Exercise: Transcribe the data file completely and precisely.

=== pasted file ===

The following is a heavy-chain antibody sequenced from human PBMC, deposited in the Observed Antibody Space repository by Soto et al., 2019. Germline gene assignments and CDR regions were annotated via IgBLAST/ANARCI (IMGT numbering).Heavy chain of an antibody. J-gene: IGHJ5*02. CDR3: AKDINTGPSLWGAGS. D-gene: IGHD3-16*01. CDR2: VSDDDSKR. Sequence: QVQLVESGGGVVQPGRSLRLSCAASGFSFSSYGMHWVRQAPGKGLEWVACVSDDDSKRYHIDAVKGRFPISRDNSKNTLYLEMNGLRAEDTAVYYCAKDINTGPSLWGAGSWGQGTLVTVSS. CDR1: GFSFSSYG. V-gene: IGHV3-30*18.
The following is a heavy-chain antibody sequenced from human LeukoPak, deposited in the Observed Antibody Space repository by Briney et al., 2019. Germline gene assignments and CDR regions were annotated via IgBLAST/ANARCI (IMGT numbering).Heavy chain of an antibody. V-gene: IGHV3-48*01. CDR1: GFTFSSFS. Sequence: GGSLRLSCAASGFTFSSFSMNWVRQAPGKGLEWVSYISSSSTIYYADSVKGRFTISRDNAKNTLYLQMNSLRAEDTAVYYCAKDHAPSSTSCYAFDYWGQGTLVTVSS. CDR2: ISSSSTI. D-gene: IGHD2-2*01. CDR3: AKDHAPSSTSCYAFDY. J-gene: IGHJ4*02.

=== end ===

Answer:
The following is a heavy-chain antibody sequenced from human PBMC, deposited in the Observed Antibody Space repository by Soto et al., 2019. Germline gene assignments and CDR regions were annotated via IgBLAST/ANARCI (IMGT numbering).Heavy chain of an antibody. J-gene: IGHJ5*02. CDR3: AKDINTGPSLWGAGS. D-gene: IGHD3-16*01. CDR2: VSDDDSKR. Sequence: QVQLVESGGGVVQPGRSLRLSCAASGFSFSSYGMHWVRQAPGKGLEWVACVSDDDSKRYHIDAVKGRFPISRDNSKNTLYLEMNGLRAEDTAVYYCAKDINTGPSLWGAGSWGQGTLVTVSS. CDR1: GFSFSSYG. V-gene: IGHV3-30*18.
The following is a heavy-chain antibody sequenced from human LeukoPak, deposited in the Observed Antibody Space repository by Briney et al., 2019. Germline gene assignments and CDR regions were annotated via IgBLAST/ANARCI (IMGT numbering).Heavy chain of an antibody. V-gene: IGHV3-48*01. CDR1: GFTFSSFS. Sequence: GGSLRLSCAASGFTFSSFSMNWVRQAPGKGLEWVSYISSSSTIYYADSVKGRFTISRDNAKNTLYLQMNSLRAEDTAVYYCAKDHAPSSTSCYAFDYWGQGTLVTVSS. CDR2: ISSSSTI. D-gene: IGHD2-2*01. CDR3: AKDHAPSSTSCYAFDY. J-gene: IGHJ4*02.